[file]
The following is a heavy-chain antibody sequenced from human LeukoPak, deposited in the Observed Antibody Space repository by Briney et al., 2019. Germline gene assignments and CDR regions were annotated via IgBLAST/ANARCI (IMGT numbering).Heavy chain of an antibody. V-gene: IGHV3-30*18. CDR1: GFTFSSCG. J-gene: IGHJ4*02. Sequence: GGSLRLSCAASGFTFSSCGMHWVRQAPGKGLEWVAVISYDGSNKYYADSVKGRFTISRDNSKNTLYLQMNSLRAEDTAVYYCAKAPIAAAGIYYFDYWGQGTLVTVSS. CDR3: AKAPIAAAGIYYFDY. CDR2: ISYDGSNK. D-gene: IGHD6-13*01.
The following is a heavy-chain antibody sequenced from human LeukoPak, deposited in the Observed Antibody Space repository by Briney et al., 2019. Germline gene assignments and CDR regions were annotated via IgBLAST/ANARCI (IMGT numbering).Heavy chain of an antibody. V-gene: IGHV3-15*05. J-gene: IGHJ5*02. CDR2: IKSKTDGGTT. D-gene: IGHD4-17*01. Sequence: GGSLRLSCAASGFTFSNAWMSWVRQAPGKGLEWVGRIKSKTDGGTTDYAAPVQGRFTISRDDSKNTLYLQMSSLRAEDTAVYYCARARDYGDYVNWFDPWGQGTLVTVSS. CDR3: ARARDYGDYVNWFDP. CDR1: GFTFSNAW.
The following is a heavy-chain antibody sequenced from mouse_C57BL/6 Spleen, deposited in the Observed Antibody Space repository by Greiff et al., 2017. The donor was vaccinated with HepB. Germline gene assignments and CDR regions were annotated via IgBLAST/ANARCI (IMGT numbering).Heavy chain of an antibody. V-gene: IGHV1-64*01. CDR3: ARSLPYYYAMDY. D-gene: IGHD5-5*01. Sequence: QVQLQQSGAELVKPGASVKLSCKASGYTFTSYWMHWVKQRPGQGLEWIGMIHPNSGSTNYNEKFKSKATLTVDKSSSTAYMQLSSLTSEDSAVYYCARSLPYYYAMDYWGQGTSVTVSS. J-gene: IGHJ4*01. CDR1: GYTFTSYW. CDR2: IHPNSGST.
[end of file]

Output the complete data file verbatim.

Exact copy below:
The following is a heavy-chain antibody sequenced from human LeukoPak, deposited in the Observed Antibody Space repository by Briney et al., 2019. Germline gene assignments and CDR regions were annotated via IgBLAST/ANARCI (IMGT numbering).Heavy chain of an antibody. V-gene: IGHV3-30*18. CDR1: GFTFSSCG. J-gene: IGHJ4*02. Sequence: GGSLRLSCAASGFTFSSCGMHWVRQAPGKGLEWVAVISYDGSNKYYADSVKGRFTISRDNSKNTLYLQMNSLRAEDTAVYYCAKAPIAAAGIYYFDYWGQGTLVTVSS. CDR3: AKAPIAAAGIYYFDY. CDR2: ISYDGSNK. D-gene: IGHD6-13*01.
The following is a heavy-chain antibody sequenced from human LeukoPak, deposited in the Observed Antibody Space repository by Briney et al., 2019. Germline gene assignments and CDR regions were annotated via IgBLAST/ANARCI (IMGT numbering).Heavy chain of an antibody. V-gene: IGHV3-15*05. J-gene: IGHJ5*02. CDR2: IKSKTDGGTT. D-gene: IGHD4-17*01. Sequence: GGSLRLSCAASGFTFSNAWMSWVRQAPGKGLEWVGRIKSKTDGGTTDYAAPVQGRFTISRDDSKNTLYLQMSSLRAEDTAVYYCARARDYGDYVNWFDPWGQGTLVTVSS. CDR3: ARARDYGDYVNWFDP. CDR1: GFTFSNAW.
The following is a heavy-chain antibody sequenced from mouse_C57BL/6 Spleen, deposited in the Observed Antibody Space repository by Greiff et al., 2017. The donor was vaccinated with HepB. Germline gene assignments and CDR regions were annotated via IgBLAST/ANARCI (IMGT numbering).Heavy chain of an antibody. V-gene: IGHV1-64*01. CDR3: ARSLPYYYAMDY. D-gene: IGHD5-5*01. Sequence: QVQLQQSGAELVKPGASVKLSCKASGYTFTSYWMHWVKQRPGQGLEWIGMIHPNSGSTNYNEKFKSKATLTVDKSSSTAYMQLSSLTSEDSAVYYCARSLPYYYAMDYWGQGTSVTVSS. J-gene: IGHJ4*01. CDR1: GYTFTSYW. CDR2: IHPNSGST.